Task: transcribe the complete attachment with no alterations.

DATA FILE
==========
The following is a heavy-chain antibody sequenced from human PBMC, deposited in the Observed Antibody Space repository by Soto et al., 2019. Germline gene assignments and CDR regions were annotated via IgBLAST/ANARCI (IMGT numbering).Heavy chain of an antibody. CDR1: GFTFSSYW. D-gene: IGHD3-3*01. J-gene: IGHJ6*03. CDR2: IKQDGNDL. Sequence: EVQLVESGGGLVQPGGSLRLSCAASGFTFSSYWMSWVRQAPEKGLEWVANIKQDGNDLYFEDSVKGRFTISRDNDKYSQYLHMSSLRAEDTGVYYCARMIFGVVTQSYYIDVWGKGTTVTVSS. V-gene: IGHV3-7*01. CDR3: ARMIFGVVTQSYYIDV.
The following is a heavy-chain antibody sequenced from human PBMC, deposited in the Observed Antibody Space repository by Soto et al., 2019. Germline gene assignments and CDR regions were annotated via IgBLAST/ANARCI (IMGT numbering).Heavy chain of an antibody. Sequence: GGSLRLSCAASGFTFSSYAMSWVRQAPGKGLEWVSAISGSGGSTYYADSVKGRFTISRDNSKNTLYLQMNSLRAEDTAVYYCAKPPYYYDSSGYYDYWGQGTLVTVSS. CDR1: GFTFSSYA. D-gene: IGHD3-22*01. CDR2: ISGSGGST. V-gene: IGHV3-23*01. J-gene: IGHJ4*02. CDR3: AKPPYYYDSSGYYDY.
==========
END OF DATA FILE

The following is a heavy-chain antibody sequenced from human PBMC, deposited in the Observed Antibody Space repository by Soto et al., 2019. Germline gene assignments and CDR regions were annotated via IgBLAST/ANARCI (IMGT numbering).Heavy chain of an antibody. CDR1: GFTFSSYW. D-gene: IGHD3-3*01. J-gene: IGHJ6*03. CDR2: IKQDGNDL. Sequence: EVQLVESGGGLVQPGGSLRLSCAASGFTFSSYWMSWVRQAPEKGLEWVANIKQDGNDLYFEDSVKGRFTISRDNDKYSQYLHMSSLRAEDTGVYYCARMIFGVVTQSYYIDVWGKGTTVTVSS. V-gene: IGHV3-7*01. CDR3: ARMIFGVVTQSYYIDV.
The following is a heavy-chain antibody sequenced from human PBMC, deposited in the Observed Antibody Space repository by Soto et al., 2019. Germline gene assignments and CDR regions were annotated via IgBLAST/ANARCI (IMGT numbering).Heavy chain of an antibody. Sequence: GGSLRLSCAASGFTFSSYAMSWVRQAPGKGLEWVSAISGSGGSTYYADSVKGRFTISRDNSKNTLYLQMNSLRAEDTAVYYCAKPPYYYDSSGYYDYWGQGTLVTVSS. CDR1: GFTFSSYA. D-gene: IGHD3-22*01. CDR2: ISGSGGST. V-gene: IGHV3-23*01. J-gene: IGHJ4*02. CDR3: AKPPYYYDSSGYYDY.